Knowledgebase entries on Jewish texts, including core texts and lesser-known works.
Belonging to the era of the Amoraim (sing. Amora – אמורא). The Amoraim are the rabbis who formulated and transmitted the Gemara, or commentary on the Mishnah known collectively as Talmud, in the 3rd through 5th centuries CE. Amoraim lived in both Eretz Yisrael and Bavel (Babylonia, which is how Jews referred to Sassanian Persia […]
The Babylonian Talmud, referring to the Gemara as redacted in Bavel, the major Jewish community of antiquity outside of Eretz Yisrael. Also refered to as Shas.
בראשית רבתי – A late midrash on Sefer Bereshit that is attributed to the school of Moshe ha-Darshan of Narbonne in Provence, who was active during the first half of the 11th century. Bereshit Rabbati was known only by references to it until modernity, when a single Hebrew manuscript of it surfaced, which was published […]
חז”ל – “our Sages, of blessed memory,” the abbreviation for חכמנו זכרונם לברכה – Chakhmenu zikhronam li-verakhah, meaning the rabbis of the Mishnah and Talmud, the Tannaim and Amoraim, respectively. Variations are also used, such as רז”ל – Rabbotenu zichronam li-verakhah, “our Rabbis, of blessed memory.”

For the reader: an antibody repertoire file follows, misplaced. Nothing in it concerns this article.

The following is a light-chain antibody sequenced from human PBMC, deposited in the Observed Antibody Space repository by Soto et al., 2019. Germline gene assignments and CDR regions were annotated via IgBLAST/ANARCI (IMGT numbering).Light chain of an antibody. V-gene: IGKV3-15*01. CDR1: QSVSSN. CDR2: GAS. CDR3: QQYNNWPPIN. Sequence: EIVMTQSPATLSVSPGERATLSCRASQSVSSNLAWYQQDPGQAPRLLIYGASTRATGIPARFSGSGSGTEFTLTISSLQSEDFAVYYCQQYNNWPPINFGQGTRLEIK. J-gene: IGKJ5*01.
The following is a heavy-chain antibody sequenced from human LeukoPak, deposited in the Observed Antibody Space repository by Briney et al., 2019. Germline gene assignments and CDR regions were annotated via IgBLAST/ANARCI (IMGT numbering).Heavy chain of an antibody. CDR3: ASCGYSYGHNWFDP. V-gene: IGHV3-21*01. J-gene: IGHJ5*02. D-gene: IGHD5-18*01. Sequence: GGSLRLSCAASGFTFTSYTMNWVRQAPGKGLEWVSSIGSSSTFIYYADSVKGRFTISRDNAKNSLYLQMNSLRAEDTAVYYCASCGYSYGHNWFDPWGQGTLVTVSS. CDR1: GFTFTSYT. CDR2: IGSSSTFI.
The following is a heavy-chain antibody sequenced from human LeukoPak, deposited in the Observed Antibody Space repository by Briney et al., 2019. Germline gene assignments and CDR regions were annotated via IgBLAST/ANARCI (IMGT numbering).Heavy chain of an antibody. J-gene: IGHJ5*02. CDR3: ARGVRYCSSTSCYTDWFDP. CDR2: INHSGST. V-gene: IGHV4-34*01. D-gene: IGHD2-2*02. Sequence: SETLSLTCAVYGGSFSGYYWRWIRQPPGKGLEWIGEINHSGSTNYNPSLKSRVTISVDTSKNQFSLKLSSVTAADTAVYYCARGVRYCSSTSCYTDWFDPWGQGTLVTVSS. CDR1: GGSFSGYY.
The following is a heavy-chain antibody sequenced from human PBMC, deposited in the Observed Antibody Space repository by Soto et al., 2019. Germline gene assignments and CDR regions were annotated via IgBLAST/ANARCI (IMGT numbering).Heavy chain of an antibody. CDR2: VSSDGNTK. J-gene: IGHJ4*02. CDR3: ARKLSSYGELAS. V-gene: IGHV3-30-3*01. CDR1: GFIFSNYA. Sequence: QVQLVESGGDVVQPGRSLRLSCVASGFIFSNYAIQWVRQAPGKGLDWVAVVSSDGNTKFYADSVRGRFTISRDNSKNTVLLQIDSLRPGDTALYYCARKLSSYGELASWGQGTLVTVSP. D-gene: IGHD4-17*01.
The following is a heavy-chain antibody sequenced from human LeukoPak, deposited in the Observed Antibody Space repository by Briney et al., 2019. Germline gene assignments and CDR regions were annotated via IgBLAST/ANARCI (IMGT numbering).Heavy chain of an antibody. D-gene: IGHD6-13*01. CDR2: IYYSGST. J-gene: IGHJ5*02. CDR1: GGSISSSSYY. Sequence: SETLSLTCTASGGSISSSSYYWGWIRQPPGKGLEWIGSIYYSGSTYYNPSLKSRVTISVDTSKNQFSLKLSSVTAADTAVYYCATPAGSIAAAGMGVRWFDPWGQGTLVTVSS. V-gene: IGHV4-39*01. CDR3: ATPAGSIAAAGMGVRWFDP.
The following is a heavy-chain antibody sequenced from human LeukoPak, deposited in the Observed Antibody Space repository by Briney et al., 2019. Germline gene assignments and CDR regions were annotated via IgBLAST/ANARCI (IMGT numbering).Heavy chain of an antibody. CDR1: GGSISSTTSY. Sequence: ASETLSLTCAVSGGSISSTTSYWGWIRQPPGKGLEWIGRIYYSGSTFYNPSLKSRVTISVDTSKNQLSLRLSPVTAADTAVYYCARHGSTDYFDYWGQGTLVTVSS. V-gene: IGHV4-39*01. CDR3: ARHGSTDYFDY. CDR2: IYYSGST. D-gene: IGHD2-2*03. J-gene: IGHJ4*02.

חומש – The five books of the Torah, the first five of Tanach: Bereshit, Shemot, Vayikra, Bemidbar, and Devarim (as we call them today); in English, via Greek and Latin: Genesis, Exodus, Leviticus, Numbers, and Deuteronomy. On other terms used for Chumash and its books, see my Introduction to Sefer Bereshit. As the Written Torah […]
The “Rabbinic Bible” or Tanach with multiple commentaries printed on the page alongside the text. Mikra (“scripture” or “verse”) refers in Hebrew to Kitvei Kodesh, writings that have sanctity, either as a whole (the way we use the terms Tanach or Bible) or in part (the way we use the terms pasuk or verse). Mikraot […]
The common meaning of parashah (plural: parshiyot; colloquially, “parsha”) is the weekly Torah portion. The Torah (also called Chumash, or the first five books of the Bible) is divided into sections read cyclically. Reading Cycles There are two cycles for reading: (1) An annual cycle of 54 portions, meaning that you read the entire Torah […]
שבת זכור – A special Shabbat and the second of the Four Parshiyot, Shabbat Zachor occurs on the Shabbat preceding Purim. The maftir comes from Ki Tetze, including the commandment to remember what Amalek did to Benei Yisrael, from which its name, Zachor (“remember”), is taken; the haftarah is Shmuel Alef 15:2-34.
ש”ס – An acronym for the Talmud, from shishah sedarim (שישה סדרים), the six orders into which both Mishnah and the Gemara on it are divided. Each order of the Mishnah contains multiple massekhtot (tractates, sing. massekhet), not all of which have commentary (Gemara) on them.
שלחן ערוך (“The Set Table”) – A code of Jewish law, written in 1563 by R. Yosef Karo, a Sefardi rabbi, which became accepted as authoritative and normative with the addition of glosses incorporating Ashkenazi practice by Rema. Shulchan Aruch is actually a summary of Karo’s important, and much larger, halachic work, the Beit Yosef. […]